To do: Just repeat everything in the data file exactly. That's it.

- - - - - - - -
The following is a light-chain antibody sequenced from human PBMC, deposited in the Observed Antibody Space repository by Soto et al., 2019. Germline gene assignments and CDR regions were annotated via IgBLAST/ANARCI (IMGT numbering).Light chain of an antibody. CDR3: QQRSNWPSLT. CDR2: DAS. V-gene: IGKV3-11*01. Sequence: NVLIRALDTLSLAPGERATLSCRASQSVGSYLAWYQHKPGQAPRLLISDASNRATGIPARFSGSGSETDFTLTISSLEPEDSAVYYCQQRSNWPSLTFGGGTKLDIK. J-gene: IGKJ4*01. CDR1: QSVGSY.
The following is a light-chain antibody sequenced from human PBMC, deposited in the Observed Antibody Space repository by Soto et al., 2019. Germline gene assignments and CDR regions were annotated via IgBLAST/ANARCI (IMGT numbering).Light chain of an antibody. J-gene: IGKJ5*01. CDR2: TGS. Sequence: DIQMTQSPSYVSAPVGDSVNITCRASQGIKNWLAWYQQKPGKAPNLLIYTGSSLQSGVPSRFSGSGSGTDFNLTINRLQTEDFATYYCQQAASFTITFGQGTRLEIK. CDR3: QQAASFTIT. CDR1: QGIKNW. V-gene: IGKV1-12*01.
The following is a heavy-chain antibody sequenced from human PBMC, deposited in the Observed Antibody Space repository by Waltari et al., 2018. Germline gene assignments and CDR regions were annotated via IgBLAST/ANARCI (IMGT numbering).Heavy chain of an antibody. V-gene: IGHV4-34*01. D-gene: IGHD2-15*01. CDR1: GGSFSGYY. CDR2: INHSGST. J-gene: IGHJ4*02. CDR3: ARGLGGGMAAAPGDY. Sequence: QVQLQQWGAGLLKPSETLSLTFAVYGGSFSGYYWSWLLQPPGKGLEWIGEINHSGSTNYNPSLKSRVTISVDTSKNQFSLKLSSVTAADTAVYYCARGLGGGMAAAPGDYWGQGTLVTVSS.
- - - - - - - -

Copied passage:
The following is a light-chain antibody sequenced from human PBMC, deposited in the Observed Antibody Space repository by Soto et al., 2019. Germline gene assignments and CDR regions were annotated via IgBLAST/ANARCI (IMGT numbering).Light chain of an antibody. CDR3: QQRSNWPSLT. CDR2: DAS. V-gene: IGKV3-11*01. Sequence: NVLIRALDTLSLAPGERATLSCRASQSVGSYLAWYQHKPGQAPRLLISDASNRATGIPARFSGSGSETDFTLTISSLEPEDSAVYYCQQRSNWPSLTFGGGTKLDIK. J-gene: IGKJ4*01. CDR1: QSVGSY.
The following is a light-chain antibody sequenced from human PBMC, deposited in the Observed Antibody Space repository by Soto et al., 2019. Germline gene assignments and CDR regions were annotated via IgBLAST/ANARCI (IMGT numbering).Light chain of an antibody. J-gene: IGKJ5*01. CDR2: TGS. Sequence: DIQMTQSPSYVSAPVGDSVNITCRASQGIKNWLAWYQQKPGKAPNLLIYTGSSLQSGVPSRFSGSGSGTDFNLTINRLQTEDFATYYCQQAASFTITFGQGTRLEIK. CDR3: QQAASFTIT. CDR1: QGIKNW. V-gene: IGKV1-12*01.
The following is a heavy-chain antibody sequenced from human PBMC, deposited in the Observed Antibody Space repository by Waltari et al., 2018. Germline gene assignments and CDR regions were annotated via IgBLAST/ANARCI (IMGT numbering).Heavy chain of an antibody. V-gene: IGHV4-34*01. D-gene: IGHD2-15*01. CDR1: GGSFSGYY. CDR2: INHSGST. J-gene: IGHJ4*02. CDR3: ARGLGGGMAAAPGDY. Sequence: QVQLQQWGAGLLKPSETLSLTFAVYGGSFSGYYWSWLLQPPGKGLEWIGEINHSGSTNYNPSLKSRVTISVDTSKNQFSLKLSSVTAADTAVYYCARGLGGGMAAAPGDYWGQGTLVTVSS.